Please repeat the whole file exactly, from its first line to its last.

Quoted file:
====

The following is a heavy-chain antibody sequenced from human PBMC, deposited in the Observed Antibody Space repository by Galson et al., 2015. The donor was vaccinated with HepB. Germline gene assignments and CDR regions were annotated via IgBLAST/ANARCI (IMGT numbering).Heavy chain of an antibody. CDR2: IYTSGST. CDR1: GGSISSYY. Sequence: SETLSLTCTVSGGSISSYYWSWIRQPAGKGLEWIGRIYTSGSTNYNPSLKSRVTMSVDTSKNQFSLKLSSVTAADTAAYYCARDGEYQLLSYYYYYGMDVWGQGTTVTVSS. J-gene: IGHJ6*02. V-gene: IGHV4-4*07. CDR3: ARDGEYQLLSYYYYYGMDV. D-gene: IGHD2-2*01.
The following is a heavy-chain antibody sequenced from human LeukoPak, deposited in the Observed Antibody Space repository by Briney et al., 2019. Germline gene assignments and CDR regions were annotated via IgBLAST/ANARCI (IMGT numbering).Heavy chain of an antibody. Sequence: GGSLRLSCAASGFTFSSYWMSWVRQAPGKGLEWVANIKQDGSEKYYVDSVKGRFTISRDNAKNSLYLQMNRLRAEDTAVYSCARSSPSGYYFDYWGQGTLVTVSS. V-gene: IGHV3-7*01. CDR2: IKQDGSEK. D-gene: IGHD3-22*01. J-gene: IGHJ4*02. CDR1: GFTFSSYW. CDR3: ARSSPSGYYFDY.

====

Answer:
The following is a heavy-chain antibody sequenced from human PBMC, deposited in the Observed Antibody Space repository by Galson et al., 2015. The donor was vaccinated with HepB. Germline gene assignments and CDR regions were annotated via IgBLAST/ANARCI (IMGT numbering).Heavy chain of an antibody. CDR2: IYTSGST. CDR1: GGSISSYY. Sequence: SETLSLTCTVSGGSISSYYWSWIRQPAGKGLEWIGRIYTSGSTNYNPSLKSRVTMSVDTSKNQFSLKLSSVTAADTAAYYCARDGEYQLLSYYYYYGMDVWGQGTTVTVSS. J-gene: IGHJ6*02. V-gene: IGHV4-4*07. CDR3: ARDGEYQLLSYYYYYGMDV. D-gene: IGHD2-2*01.
The following is a heavy-chain antibody sequenced from human LeukoPak, deposited in the Observed Antibody Space repository by Briney et al., 2019. Germline gene assignments and CDR regions were annotated via IgBLAST/ANARCI (IMGT numbering).Heavy chain of an antibody. Sequence: GGSLRLSCAASGFTFSSYWMSWVRQAPGKGLEWVANIKQDGSEKYYVDSVKGRFTISRDNAKNSLYLQMNRLRAEDTAVYSCARSSPSGYYFDYWGQGTLVTVSS. V-gene: IGHV3-7*01. CDR2: IKQDGSEK. D-gene: IGHD3-22*01. J-gene: IGHJ4*02. CDR1: GFTFSSYW. CDR3: ARSSPSGYYFDY.